Saudi king, not de facto leader MBS, will get first Biden call: W.House

·3-min read
A handout picture provided by the Saudi Royal Palace on November 22, 2020, shows Saudi King Salman bin Abdulaziz Al-Saud delivering an address during the second session of the G20 summit, held virtually due to the COVID-19 coronavirus pandemic, in the capital Riyadh.

Saudi Arabia's king, not the younger de facto leader Crown Prince Mohammed bin Salman, will be the one getting a first phone call from US President Joe Biden, the White House said Tuesday.

Biden is using telephone diplomacy to underline the break with Donald Trump's Mideast policies.

Although Biden has reached out to US allies in every corner of the world, he has pointedly kept Israeli and Saudi leaders waiting by the phone.

Spokeswoman Jen Psaki said that when Biden does finally reach out to the Saudis, it won't be to the crown prince, known as MBS, who had an especially close relationship with the Trump administration.

"We've made clear from the beginning that we're going to recalibrate our relationship with Saudi Arabia," Psaki said, and "part of that is going back to engagement counterpart-to-counterpart."

"The president's counterpart is King Salman," she said.

Psaki once again made clear the Biden administration's lack of a rush in getting hold of Israeli Prime Minister Benjamin Netanyahu -- another of Trump's closest foreign partners.

"Let me confirm for you that his first call with a leader in the region will be Prime Minister Netanyahu," she said. "I don't have an exact date for you but it is soon."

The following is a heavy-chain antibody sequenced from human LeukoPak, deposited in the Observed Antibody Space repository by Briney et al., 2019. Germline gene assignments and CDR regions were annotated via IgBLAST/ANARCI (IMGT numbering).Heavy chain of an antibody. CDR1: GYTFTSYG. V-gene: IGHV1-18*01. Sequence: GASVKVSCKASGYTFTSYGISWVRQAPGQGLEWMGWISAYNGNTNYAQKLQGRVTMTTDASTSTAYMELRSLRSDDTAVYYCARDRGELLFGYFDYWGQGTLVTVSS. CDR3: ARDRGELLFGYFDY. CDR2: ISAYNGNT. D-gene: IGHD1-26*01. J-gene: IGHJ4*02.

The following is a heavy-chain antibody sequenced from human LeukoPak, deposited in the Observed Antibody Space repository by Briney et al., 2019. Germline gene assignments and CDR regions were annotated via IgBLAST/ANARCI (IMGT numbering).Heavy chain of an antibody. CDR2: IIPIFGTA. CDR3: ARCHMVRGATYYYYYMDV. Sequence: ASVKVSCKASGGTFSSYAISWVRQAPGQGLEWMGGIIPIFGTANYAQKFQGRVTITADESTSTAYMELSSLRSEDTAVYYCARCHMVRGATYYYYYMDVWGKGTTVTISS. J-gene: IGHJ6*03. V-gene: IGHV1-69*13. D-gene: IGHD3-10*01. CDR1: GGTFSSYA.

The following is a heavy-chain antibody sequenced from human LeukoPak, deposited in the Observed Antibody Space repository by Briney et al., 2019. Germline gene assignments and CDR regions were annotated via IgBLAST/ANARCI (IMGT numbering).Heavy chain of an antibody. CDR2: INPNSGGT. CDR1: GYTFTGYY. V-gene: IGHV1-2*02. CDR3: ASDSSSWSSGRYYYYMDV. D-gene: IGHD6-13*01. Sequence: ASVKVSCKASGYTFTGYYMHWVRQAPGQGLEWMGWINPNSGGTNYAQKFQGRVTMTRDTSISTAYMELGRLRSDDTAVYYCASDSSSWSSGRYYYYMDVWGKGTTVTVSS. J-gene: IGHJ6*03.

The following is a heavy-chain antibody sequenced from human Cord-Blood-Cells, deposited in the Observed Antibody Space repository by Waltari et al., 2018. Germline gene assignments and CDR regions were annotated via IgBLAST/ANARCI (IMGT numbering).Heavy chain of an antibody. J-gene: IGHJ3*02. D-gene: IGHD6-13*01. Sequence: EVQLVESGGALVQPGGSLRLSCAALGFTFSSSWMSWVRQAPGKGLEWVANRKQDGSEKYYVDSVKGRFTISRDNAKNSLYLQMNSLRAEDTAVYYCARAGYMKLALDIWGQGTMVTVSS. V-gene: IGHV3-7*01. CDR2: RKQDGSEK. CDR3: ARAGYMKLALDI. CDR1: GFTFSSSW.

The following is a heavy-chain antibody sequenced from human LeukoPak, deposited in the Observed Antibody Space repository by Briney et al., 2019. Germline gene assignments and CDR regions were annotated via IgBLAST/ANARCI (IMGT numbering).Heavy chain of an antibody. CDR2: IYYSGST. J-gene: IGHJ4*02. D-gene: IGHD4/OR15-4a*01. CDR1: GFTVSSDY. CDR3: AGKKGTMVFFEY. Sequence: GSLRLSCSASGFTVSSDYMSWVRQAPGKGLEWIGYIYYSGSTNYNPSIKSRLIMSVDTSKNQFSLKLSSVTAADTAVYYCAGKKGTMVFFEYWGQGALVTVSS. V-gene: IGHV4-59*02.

Psaki said any personal chill did not reflect a shift in US commitment to the "important strategic security relationship" with Israel and the "critical self-defense needs" of Saudi Arabia.

Nikki Haley, Trump's former ambassador to the United Nations, has accused the Biden administration of "snubbing" its ally Israel.

- 'Unmistakable signal' -

"Biden sends a welcome and unmistakable signal to Saudi Arabia recalibrating contacts and indirectly slapping down MBS," said former State Department analyst Aaron David Miller on Twitter.

"The days of the MBS direct channel to the White House seem to be over -- at least for now," he said.

Two weeks after he was sworn in as president, Biden announced an end to US backing for Saudi offensive operations in Yemen's longstanding war, which he said had created a "humanitarian and strategic catastrophe."

Biden's secretary of state, Antony Blinken, also decided to withdraw the Huthi rebels -- Saudi Arabia's foes in the conflict -- from the US list of terrorist organizations. The Iranian-backed guerrillas are battling the Saudi-backed Yemeni government.

That terrorist designation by the Trump administration was slammed by humanitarian groups, who said it would seriously hinder aid shipments to large areas of Yemen controlled by the Huthis.

Blinken already spoke earlier this month with his Saudi counterpart, Foreign Minister Faisal bin Farhan, and raised the issue of human rights in the kingdom.

Trump was accused by critics of having a low regard for human rights in his support for Saudi leaders.

When the US Congress deemed Saudi Crown Prince Mohammed bin Salman responsible for the killing of US-based journalist Jamal Khashoggi, Trump instead reiterated his support for the prince, explaining that the relationship with and arms sales to key ally Riyadh were more important than anything else.

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